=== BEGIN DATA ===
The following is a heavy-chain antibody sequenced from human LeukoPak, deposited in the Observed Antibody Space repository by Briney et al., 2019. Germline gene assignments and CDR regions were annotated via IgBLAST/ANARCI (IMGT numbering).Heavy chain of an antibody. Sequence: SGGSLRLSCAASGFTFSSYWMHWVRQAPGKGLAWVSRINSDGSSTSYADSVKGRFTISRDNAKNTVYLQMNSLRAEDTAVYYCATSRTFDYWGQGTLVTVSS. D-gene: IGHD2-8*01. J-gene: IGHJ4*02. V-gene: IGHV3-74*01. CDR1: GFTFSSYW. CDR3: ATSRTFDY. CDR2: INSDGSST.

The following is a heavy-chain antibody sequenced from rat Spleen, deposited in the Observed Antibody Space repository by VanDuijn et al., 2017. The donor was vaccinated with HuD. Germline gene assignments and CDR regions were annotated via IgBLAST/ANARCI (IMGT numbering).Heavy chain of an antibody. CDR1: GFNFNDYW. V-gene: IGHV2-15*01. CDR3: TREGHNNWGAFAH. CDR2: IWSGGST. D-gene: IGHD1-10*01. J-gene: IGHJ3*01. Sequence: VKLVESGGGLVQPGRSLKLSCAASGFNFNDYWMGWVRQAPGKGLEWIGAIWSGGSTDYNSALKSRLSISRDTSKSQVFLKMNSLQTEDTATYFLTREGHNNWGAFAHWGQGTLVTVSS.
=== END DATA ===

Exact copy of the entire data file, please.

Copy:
The following is a heavy-chain antibody sequenced from human LeukoPak, deposited in the Observed Antibody Space repository by Briney et al., 2019. Germline gene assignments and CDR regions were annotated via IgBLAST/ANARCI (IMGT numbering).Heavy chain of an antibody. Sequence: SGGSLRLSCAASGFTFSSYWMHWVRQAPGKGLAWVSRINSDGSSTSYADSVKGRFTISRDNAKNTVYLQMNSLRAEDTAVYYCATSRTFDYWGQGTLVTVSS. D-gene: IGHD2-8*01. J-gene: IGHJ4*02. V-gene: IGHV3-74*01. CDR1: GFTFSSYW. CDR3: ATSRTFDY. CDR2: INSDGSST.

The following is a heavy-chain antibody sequenced from rat Spleen, deposited in the Observed Antibody Space repository by VanDuijn et al., 2017. The donor was vaccinated with HuD. Germline gene assignments and CDR regions were annotated via IgBLAST/ANARCI (IMGT numbering).Heavy chain of an antibody. CDR1: GFNFNDYW. V-gene: IGHV2-15*01. CDR3: TREGHNNWGAFAH. CDR2: IWSGGST. D-gene: IGHD1-10*01. J-gene: IGHJ3*01. Sequence: VKLVESGGGLVQPGRSLKLSCAASGFNFNDYWMGWVRQAPGKGLEWIGAIWSGGSTDYNSALKSRLSISRDTSKSQVFLKMNSLQTEDTATYFLTREGHNNWGAFAHWGQGTLVTVSS.